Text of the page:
I have a question about conversion in number systems . For converting binary to decimal ,why do we need to multiply each of the coefficients by powers of 2 ? And while converting decimal (such as100.12 ) back to binary ,why do we need to multiply the numbers after decimal point by 2 ? And this happens in almost all the conversions . Can somebody please explain me why ? For example 11 in Binary would be equal to 1+2=3(in decimal) But why do we need to raise them to the powers of two ?

The whole thing about having different number systems is having different number of available symbols to express the quantity. The concept of 11 things is not the same in base 3, as it is in base 10, or in base 2.

For your question, I am doing a simple computation below. In base 2, you have only two digits (symbols) available, $\big\{0,1\big\}$, while in decimal system you have 10 digits (symbols) available $\big\{0,1,\cdots,9\big\}$.

Now we write the following correspondence with the decimal numbers on the left side, and the binary numbers on the right.

0$\to$0

1$\to$1

What do we do now? We have more symbols left in the decimal system, but no more symbols in the binary system. The solution is, do exactly as what we do when the symbols run out in decimal system. When we reach 9, we write the first symbol 0 again, but since we already have a number 0, we elevate it by writing the next bigger digit beside it.

The consequence?

We get 10. Now we proceed in the same way as before.

So we get.

2$\to$10

3$\to$11

4$\to$100

5$\to$101

.

.

.

So in base b, we are using b digits, and suppose we have an n-digit number in base b, $a_na_{n-1}a_{n-2}\cdots a_1$. Now let us try to find out how we arrived at this number.

(Please note that all the following calculations have been done in the familiar decimal system that we use.)

Note that we have the symbol $a_n$ in the leftmost place. From the generic rule outlined above, we can see that $a_n$ comes to play only if we have already used up all the symbols occurring before it.

So, for the $n^{th}$ place we have used up all the symbols in $\big\{0,1,\cdots a_n-1\big\}$, which contains $a_n$ symbols. So, we have used up $a_n$ symbols for the $n^{th}$ place.

Now, we move on to the $n-1^{st}$ place, and we check that, in a similar way, we have used up all of the $a_{n-1}$ symbols in $\big\{0,1,\cdots a_{n-1}-1\big\}$. But for each of the symbols $a_i$ in the $n^{th}$ place, we have actually used up all the $b$ symbols in the $n-1^{st}$ place, before we could come to $a_{n-1}$ in the $n-1^{st}$ place for $a_n$ in the $n^{th}$ place.

Thus to reach $a_n$ in the $n^{th}$ place and $a_{n-1}$ in the $n-1^{st}$ place, we have crossed $b\times a_n + a_{n-1}$ numbers before it.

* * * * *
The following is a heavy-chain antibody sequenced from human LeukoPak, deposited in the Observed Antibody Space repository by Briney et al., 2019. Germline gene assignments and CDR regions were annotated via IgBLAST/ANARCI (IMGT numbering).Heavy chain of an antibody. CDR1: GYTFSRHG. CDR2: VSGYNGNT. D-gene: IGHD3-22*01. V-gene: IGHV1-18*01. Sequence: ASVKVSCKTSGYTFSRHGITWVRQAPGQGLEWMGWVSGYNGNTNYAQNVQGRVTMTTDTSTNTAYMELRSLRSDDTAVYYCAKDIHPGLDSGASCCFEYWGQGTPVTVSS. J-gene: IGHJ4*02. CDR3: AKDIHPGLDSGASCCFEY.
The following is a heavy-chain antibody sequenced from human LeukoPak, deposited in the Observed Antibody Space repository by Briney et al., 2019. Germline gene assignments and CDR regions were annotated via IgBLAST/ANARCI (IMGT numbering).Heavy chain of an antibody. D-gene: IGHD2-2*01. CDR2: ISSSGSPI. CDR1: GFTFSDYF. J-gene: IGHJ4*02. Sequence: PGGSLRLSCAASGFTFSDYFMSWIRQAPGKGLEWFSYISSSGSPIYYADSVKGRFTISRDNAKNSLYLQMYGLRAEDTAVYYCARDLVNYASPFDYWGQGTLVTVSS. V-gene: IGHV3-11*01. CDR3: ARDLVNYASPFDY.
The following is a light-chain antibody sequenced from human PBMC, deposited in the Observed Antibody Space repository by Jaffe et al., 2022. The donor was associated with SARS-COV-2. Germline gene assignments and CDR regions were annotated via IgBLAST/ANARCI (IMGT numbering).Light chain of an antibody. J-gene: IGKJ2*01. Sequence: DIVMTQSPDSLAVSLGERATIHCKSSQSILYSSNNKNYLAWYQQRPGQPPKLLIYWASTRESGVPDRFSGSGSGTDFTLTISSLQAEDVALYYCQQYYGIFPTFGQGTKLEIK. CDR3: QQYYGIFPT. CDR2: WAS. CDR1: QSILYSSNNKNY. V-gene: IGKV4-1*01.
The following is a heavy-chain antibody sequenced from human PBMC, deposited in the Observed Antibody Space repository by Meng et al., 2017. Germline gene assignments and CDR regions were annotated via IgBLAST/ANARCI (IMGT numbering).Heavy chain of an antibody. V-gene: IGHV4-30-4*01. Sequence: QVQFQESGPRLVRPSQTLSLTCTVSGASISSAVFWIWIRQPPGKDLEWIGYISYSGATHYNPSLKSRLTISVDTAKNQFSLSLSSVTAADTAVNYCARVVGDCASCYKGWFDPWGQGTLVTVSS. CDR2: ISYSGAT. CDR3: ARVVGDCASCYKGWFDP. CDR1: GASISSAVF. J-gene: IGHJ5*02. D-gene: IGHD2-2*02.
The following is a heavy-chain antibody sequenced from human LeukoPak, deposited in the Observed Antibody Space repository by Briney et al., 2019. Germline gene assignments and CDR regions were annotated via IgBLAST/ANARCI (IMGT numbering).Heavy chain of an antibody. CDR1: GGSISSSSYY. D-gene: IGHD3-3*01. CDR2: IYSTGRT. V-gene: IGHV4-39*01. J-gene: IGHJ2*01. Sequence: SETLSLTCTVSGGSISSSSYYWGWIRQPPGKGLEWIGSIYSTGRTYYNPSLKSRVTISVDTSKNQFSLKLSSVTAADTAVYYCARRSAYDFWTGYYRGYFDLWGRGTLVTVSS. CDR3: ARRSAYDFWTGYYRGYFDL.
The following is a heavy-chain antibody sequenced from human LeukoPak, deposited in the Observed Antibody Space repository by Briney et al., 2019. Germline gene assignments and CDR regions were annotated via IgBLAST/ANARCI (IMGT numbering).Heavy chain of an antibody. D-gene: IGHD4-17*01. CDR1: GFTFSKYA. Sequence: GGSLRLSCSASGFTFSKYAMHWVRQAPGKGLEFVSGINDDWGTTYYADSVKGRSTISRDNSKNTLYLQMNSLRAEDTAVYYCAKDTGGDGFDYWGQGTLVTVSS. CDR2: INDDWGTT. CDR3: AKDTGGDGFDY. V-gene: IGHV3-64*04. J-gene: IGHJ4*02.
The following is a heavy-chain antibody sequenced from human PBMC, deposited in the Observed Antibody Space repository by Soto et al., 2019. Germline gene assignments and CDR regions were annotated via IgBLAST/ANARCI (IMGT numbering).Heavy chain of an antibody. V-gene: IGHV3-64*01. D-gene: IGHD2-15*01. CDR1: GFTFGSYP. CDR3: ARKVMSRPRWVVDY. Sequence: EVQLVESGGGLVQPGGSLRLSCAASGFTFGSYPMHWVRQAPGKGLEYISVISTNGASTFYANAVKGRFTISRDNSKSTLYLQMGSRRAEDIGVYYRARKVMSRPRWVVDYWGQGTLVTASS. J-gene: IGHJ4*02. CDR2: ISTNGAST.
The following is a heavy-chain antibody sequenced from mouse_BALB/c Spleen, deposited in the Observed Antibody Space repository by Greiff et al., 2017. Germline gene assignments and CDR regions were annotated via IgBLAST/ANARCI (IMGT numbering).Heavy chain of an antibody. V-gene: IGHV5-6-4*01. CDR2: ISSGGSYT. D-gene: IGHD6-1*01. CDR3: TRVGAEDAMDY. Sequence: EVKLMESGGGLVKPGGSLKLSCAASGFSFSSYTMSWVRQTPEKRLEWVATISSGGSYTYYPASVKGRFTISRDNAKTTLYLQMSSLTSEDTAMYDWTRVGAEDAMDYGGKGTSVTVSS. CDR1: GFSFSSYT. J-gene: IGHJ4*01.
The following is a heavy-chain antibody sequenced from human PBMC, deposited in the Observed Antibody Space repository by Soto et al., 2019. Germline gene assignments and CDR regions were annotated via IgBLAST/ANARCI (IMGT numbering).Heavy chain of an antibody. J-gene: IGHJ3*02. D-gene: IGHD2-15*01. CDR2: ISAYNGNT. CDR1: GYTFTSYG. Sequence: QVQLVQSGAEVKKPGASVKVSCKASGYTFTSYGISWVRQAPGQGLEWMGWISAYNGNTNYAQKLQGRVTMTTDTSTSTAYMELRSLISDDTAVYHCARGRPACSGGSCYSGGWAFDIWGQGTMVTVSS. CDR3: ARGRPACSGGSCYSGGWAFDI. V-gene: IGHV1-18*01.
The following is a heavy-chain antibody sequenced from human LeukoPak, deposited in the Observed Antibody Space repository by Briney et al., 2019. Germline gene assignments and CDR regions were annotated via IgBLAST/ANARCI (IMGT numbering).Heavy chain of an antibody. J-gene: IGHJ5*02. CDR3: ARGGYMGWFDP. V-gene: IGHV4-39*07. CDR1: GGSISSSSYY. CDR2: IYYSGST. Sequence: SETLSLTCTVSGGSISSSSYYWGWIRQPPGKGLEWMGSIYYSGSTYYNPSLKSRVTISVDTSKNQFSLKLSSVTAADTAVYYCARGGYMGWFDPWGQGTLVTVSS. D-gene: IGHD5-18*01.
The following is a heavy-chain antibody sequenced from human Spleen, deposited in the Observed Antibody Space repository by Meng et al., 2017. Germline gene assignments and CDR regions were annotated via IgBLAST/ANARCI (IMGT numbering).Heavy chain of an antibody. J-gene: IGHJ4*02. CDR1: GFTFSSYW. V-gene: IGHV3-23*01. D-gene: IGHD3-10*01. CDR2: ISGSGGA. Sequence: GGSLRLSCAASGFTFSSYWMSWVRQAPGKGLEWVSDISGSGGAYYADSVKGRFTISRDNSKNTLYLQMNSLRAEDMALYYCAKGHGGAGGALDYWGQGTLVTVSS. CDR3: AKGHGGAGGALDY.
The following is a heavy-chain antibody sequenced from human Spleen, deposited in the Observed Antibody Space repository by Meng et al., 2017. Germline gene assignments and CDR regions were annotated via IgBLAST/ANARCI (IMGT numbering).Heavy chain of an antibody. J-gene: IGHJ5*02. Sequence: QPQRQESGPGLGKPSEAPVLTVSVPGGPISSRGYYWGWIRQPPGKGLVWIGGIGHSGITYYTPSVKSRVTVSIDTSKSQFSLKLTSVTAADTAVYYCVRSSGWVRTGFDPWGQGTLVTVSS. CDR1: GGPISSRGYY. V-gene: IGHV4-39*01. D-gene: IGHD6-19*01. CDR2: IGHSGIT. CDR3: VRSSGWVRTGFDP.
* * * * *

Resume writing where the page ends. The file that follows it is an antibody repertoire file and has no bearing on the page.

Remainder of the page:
By a similar argument, we reach $a_n$ in the $n^{th}$ place, $a_{n-1}$ in the $n-1^{st}$ place and $a_{n-2}$ in the $n-2^{nd}$ place after crossing $b^2\times a_n + b\times a_{n-1} + a_{n-2}$ numbers before it.

We proceed in the same way, till we have crossed $b^{n-1}\times a_n+ b^{n-2}\times a_{n-1} + \cdots + a_1$.

Thus, to reach $a_na_{n-1}a_{n-2}\cdots a_1$ in base b, we need to cross $b^{n-1}\times a_n+ b^{n-2}\times a_{n-1} + \cdots + a_1$ numbers (calculation in decimal numbers). So it is equivalent to saying that $0+b^{n-1}\times a_n+ b^{n-2}\times a_{n-1} + \cdots + a_1$ in decimal is same as $a_na_{n-1}a_{n-2}\cdots a_1$ in base b.

I hope this answers your question, because b (base) is 2 in the binary system since we use two symbols only, 0 and 1.

For your last Q, a sequence $d_n...d_0$ of $1$'s and $0$'s, in base two, represents the number $2^nd_n+...+2^0d_0.$

That follows immediately from the definition of a "base n number system". The numeral "abcd" in base n means $a\cdot n^3+ b\cdot n^2+ c\cdot n^1+ d\cdot n^0$. (Of course, each of a, b, c, d must be less than n and $n^1= n$ and $n^0= 1$.) In our "usual" base 10 number system "abcd" would be $a\cdot 10^3+ b\cdot 10^2+ c\cdot 10^1+ d\cdot 10^0= a(1000)+ b(100)+ c(10)+ c(1)$. For example, $3215= 3(1000)+ 2(100)+ 1(10)+ 5$.

In base 2, we can use only "0" and "1" as "digits as they are the only positive integers less than 2. $11001= 1(2^4)+ 1(2^3)+ 0(2^2)+ 0(2)+ 1(1) which would be 1(16)+ 1(8)+ 0(4)+ 0(2)+ 1= 25 in base 10. "Base 16" is also commonly used in computer science because it is a power of 2 (and computer registers are typically 4, 9, or 16 bites long) and results in smaller numerals than base 2. Of course, we also need symbols for the integers 10, 11, 12, 13, 14, and 15 which are also less than 16. The standard is A= 10, B= 11, C= 12, D= 13, E= 14, and F= 15. The numeral A5B3 is the same as$A(16^3)+ 5(16^2)+ B(16)+ 3(1)= 10(4096)+ 5(225)+ 12(16)+ 3= 42280 in base 10.